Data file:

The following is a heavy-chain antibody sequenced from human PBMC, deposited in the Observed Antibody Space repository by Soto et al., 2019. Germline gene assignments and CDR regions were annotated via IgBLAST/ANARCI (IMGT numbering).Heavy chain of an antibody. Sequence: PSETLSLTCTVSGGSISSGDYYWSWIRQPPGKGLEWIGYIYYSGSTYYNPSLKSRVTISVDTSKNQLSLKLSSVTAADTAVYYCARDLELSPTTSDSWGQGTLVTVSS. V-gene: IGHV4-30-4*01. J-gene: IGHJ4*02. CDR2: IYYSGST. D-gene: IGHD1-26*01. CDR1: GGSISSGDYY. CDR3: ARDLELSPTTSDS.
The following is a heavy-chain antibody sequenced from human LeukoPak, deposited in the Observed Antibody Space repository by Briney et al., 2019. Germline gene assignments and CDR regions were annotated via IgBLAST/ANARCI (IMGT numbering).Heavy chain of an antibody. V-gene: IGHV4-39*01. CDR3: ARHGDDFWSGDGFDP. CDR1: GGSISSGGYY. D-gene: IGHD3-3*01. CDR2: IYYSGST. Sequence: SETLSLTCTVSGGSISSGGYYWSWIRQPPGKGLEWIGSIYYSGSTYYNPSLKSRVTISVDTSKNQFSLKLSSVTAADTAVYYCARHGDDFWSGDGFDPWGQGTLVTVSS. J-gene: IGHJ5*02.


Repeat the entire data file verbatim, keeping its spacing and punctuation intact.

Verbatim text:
The following is a heavy-chain antibody sequenced from human PBMC, deposited in the Observed Antibody Space repository by Soto et al., 2019. Germline gene assignments and CDR regions were annotated via IgBLAST/ANARCI (IMGT numbering).Heavy chain of an antibody. Sequence: PSETLSLTCTVSGGSISSGDYYWSWIRQPPGKGLEWIGYIYYSGSTYYNPSLKSRVTISVDTSKNQLSLKLSSVTAADTAVYYCARDLELSPTTSDSWGQGTLVTVSS. V-gene: IGHV4-30-4*01. J-gene: IGHJ4*02. CDR2: IYYSGST. D-gene: IGHD1-26*01. CDR1: GGSISSGDYY. CDR3: ARDLELSPTTSDS.
The following is a heavy-chain antibody sequenced from human LeukoPak, deposited in the Observed Antibody Space repository by Briney et al., 2019. Germline gene assignments and CDR regions were annotated via IgBLAST/ANARCI (IMGT numbering).Heavy chain of an antibody. V-gene: IGHV4-39*01. CDR3: ARHGDDFWSGDGFDP. CDR1: GGSISSGGYY. D-gene: IGHD3-3*01. CDR2: IYYSGST. Sequence: SETLSLTCTVSGGSISSGGYYWSWIRQPPGKGLEWIGSIYYSGSTYYNPSLKSRVTISVDTSKNQFSLKLSSVTAADTAVYYCARHGDDFWSGDGFDPWGQGTLVTVSS. J-gene: IGHJ5*02.